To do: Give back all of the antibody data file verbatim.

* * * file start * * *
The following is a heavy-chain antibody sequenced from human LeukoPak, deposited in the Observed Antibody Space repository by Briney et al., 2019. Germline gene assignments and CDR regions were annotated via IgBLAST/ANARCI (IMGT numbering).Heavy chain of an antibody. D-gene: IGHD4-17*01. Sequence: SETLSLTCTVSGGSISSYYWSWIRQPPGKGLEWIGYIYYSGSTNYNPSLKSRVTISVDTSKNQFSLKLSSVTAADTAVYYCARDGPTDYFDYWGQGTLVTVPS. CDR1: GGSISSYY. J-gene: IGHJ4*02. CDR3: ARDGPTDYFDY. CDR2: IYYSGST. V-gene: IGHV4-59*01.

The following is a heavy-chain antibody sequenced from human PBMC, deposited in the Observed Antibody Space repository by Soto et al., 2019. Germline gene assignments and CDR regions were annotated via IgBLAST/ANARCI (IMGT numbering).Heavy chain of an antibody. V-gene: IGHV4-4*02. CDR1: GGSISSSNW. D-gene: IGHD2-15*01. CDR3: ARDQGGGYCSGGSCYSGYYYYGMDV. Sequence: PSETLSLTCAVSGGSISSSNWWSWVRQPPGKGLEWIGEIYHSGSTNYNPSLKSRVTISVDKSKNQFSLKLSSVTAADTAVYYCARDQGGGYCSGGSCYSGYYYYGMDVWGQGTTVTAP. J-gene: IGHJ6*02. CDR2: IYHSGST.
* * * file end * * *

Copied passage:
The following is a heavy-chain antibody sequenced from human LeukoPak, deposited in the Observed Antibody Space repository by Briney et al., 2019. Germline gene assignments and CDR regions were annotated via IgBLAST/ANARCI (IMGT numbering).Heavy chain of an antibody. D-gene: IGHD4-17*01. Sequence: SETLSLTCTVSGGSISSYYWSWIRQPPGKGLEWIGYIYYSGSTNYNPSLKSRVTISVDTSKNQFSLKLSSVTAADTAVYYCARDGPTDYFDYWGQGTLVTVPS. CDR1: GGSISSYY. J-gene: IGHJ4*02. CDR3: ARDGPTDYFDY. CDR2: IYYSGST. V-gene: IGHV4-59*01.

The following is a heavy-chain antibody sequenced from human PBMC, deposited in the Observed Antibody Space repository by Soto et al., 2019. Germline gene assignments and CDR regions were annotated via IgBLAST/ANARCI (IMGT numbering).Heavy chain of an antibody. V-gene: IGHV4-4*02. CDR1: GGSISSSNW. D-gene: IGHD2-15*01. CDR3: ARDQGGGYCSGGSCYSGYYYYGMDV. Sequence: PSETLSLTCAVSGGSISSSNWWSWVRQPPGKGLEWIGEIYHSGSTNYNPSLKSRVTISVDKSKNQFSLKLSSVTAADTAVYYCARDQGGGYCSGGSCYSGYYYYGMDVWGQGTTVTAP. J-gene: IGHJ6*02. CDR2: IYHSGST.